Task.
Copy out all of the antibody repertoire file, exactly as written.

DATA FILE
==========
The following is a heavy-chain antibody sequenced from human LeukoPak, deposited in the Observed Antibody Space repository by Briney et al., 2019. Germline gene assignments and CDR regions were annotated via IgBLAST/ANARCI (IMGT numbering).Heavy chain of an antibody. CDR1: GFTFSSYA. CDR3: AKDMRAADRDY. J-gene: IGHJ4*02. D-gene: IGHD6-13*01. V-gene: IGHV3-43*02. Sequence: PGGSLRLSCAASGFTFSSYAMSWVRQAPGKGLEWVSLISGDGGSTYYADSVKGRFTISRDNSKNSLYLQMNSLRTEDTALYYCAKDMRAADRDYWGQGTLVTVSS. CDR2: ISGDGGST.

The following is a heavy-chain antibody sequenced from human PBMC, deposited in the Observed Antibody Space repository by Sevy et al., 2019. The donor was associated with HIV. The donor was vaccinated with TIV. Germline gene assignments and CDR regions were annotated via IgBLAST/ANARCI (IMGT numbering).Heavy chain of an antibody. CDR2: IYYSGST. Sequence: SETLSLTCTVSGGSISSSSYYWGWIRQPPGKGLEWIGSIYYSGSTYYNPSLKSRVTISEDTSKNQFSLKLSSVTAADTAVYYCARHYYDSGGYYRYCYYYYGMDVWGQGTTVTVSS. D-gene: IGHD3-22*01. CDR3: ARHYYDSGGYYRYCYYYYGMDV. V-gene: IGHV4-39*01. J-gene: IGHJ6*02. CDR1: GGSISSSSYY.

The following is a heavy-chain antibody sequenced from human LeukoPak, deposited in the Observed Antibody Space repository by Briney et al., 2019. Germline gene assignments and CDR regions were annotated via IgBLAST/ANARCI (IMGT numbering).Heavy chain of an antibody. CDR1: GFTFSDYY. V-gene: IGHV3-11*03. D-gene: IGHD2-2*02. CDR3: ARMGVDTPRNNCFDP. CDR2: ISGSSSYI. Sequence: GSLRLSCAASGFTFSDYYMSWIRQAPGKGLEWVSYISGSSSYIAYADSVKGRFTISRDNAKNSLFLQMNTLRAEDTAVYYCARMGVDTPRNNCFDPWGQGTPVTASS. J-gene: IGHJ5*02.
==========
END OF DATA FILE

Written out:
The following is a heavy-chain antibody sequenced from human LeukoPak, deposited in the Observed Antibody Space repository by Briney et al., 2019. Germline gene assignments and CDR regions were annotated via IgBLAST/ANARCI (IMGT numbering).Heavy chain of an antibody. CDR1: GFTFSSYA. CDR3: AKDMRAADRDY. J-gene: IGHJ4*02. D-gene: IGHD6-13*01. V-gene: IGHV3-43*02. Sequence: PGGSLRLSCAASGFTFSSYAMSWVRQAPGKGLEWVSLISGDGGSTYYADSVKGRFTISRDNSKNSLYLQMNSLRTEDTALYYCAKDMRAADRDYWGQGTLVTVSS. CDR2: ISGDGGST.

The following is a heavy-chain antibody sequenced from human PBMC, deposited in the Observed Antibody Space repository by Sevy et al., 2019. The donor was associated with HIV. The donor was vaccinated with TIV. Germline gene assignments and CDR regions were annotated via IgBLAST/ANARCI (IMGT numbering).Heavy chain of an antibody. CDR2: IYYSGST. Sequence: SETLSLTCTVSGGSISSSSYYWGWIRQPPGKGLEWIGSIYYSGSTYYNPSLKSRVTISEDTSKNQFSLKLSSVTAADTAVYYCARHYYDSGGYYRYCYYYYGMDVWGQGTTVTVSS. D-gene: IGHD3-22*01. CDR3: ARHYYDSGGYYRYCYYYYGMDV. V-gene: IGHV4-39*01. J-gene: IGHJ6*02. CDR1: GGSISSSSYY.

The following is a heavy-chain antibody sequenced from human LeukoPak, deposited in the Observed Antibody Space repository by Briney et al., 2019. Germline gene assignments and CDR regions were annotated via IgBLAST/ANARCI (IMGT numbering).Heavy chain of an antibody. CDR1: GFTFSDYY. V-gene: IGHV3-11*03. D-gene: IGHD2-2*02. CDR3: ARMGVDTPRNNCFDP. CDR2: ISGSSSYI. Sequence: GSLRLSCAASGFTFSDYYMSWIRQAPGKGLEWVSYISGSSSYIAYADSVKGRFTISRDNAKNSLFLQMNTLRAEDTAVYYCARMGVDTPRNNCFDPWGQGTPVTASS. J-gene: IGHJ5*02.